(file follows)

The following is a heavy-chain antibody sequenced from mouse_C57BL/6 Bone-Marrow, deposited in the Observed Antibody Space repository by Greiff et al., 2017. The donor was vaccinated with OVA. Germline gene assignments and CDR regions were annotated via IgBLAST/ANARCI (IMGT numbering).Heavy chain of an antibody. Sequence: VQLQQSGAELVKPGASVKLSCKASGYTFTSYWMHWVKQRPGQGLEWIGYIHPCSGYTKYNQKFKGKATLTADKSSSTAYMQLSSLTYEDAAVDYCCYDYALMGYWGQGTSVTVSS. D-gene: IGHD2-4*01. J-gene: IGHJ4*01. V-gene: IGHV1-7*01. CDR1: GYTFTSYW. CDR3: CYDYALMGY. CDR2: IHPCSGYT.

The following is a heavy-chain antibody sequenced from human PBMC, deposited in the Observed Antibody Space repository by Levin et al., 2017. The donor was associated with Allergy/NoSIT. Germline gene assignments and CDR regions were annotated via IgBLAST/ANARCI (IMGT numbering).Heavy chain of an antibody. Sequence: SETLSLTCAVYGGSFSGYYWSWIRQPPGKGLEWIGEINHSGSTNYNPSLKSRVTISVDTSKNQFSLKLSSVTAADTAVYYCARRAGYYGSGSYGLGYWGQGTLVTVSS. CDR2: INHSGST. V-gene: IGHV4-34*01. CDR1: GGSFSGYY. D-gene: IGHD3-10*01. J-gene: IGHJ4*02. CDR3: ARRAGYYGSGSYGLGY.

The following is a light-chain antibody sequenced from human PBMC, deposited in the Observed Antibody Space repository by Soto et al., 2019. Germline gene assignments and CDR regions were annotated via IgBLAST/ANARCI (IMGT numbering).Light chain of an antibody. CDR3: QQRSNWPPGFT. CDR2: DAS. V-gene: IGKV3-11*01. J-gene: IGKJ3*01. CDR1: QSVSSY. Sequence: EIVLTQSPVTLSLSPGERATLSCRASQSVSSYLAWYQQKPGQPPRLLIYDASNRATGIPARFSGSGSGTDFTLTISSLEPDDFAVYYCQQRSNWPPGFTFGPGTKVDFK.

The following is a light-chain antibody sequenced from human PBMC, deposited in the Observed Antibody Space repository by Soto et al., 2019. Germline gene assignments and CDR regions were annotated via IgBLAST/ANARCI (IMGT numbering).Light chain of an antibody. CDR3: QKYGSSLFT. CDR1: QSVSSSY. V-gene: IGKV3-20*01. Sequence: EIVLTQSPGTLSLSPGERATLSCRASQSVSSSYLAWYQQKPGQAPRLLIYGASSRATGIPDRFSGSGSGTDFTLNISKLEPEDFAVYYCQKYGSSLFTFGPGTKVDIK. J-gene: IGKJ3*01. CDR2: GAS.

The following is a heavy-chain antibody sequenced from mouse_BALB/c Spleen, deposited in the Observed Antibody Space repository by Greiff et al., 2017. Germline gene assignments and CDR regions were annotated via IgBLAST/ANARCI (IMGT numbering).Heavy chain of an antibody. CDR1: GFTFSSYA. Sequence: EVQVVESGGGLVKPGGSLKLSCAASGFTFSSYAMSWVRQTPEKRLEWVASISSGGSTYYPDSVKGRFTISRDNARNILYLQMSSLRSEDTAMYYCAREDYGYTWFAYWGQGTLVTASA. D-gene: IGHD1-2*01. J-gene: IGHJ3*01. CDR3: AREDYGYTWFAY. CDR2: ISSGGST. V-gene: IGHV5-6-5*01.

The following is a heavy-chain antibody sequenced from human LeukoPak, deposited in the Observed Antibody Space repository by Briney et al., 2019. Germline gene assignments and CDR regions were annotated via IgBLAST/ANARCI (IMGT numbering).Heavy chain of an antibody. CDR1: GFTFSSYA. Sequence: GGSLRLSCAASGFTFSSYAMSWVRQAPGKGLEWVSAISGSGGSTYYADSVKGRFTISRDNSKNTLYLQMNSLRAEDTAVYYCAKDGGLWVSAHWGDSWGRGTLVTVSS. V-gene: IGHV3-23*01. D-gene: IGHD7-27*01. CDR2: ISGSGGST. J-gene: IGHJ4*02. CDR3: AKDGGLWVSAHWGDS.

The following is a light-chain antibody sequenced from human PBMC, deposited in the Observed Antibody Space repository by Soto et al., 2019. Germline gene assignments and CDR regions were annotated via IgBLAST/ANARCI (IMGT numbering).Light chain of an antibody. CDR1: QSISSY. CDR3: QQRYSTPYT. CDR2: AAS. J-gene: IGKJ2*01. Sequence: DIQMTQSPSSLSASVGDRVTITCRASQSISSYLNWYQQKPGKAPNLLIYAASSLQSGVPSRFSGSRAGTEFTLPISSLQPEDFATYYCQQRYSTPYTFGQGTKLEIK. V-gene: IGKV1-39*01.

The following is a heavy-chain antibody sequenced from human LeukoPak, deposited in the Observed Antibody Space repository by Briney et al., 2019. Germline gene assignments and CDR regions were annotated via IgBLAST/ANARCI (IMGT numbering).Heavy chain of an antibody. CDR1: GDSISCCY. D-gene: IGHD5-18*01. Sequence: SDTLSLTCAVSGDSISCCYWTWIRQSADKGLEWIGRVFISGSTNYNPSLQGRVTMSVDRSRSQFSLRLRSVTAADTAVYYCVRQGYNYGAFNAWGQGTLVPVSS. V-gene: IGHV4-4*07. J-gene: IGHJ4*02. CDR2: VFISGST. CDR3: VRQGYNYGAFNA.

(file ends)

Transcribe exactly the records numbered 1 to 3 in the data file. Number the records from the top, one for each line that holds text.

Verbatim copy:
The following is a heavy-chain antibody sequenced from mouse_C57BL/6 Bone-Marrow, deposited in the Observed Antibody Space repository by Greiff et al., 2017. The donor was vaccinated with OVA. Germline gene assignments and CDR regions were annotated via IgBLAST/ANARCI (IMGT numbering).Heavy chain of an antibody. Sequence: VQLQQSGAELVKPGASVKLSCKASGYTFTSYWMHWVKQRPGQGLEWIGYIHPCSGYTKYNQKFKGKATLTADKSSSTAYMQLSSLTYEDAAVDYCCYDYALMGYWGQGTSVTVSS. D-gene: IGHD2-4*01. J-gene: IGHJ4*01. V-gene: IGHV1-7*01. CDR1: GYTFTSYW. CDR3: CYDYALMGY. CDR2: IHPCSGYT.

The following is a heavy-chain antibody sequenced from human PBMC, deposited in the Observed Antibody Space repository by Levin et al., 2017. The donor was associated with Allergy/NoSIT. Germline gene assignments and CDR regions were annotated via IgBLAST/ANARCI (IMGT numbering).Heavy chain of an antibody. Sequence: SETLSLTCAVYGGSFSGYYWSWIRQPPGKGLEWIGEINHSGSTNYNPSLKSRVTISVDTSKNQFSLKLSSVTAADTAVYYCARRAGYYGSGSYGLGYWGQGTLVTVSS. CDR2: INHSGST. V-gene: IGHV4-34*01. CDR1: GGSFSGYY. D-gene: IGHD3-10*01. J-gene: IGHJ4*02. CDR3: ARRAGYYGSGSYGLGY.

The following is a light-chain antibody sequenced from human PBMC, deposited in the Observed Antibody Space repository by Soto et al., 2019. Germline gene assignments and CDR regions were annotated via IgBLAST/ANARCI (IMGT numbering).Light chain of an antibody. CDR3: QQRSNWPPGFT. CDR2: DAS. V-gene: IGKV3-11*01. J-gene: IGKJ3*01. CDR1: QSVSSY. Sequence: EIVLTQSPVTLSLSPGERATLSCRASQSVSSYLAWYQQKPGQPPRLLIYDASNRATGIPARFSGSGSGTDFTLTISSLEPDDFAVYYCQQRSNWPPGFTFGPGTKVDFK.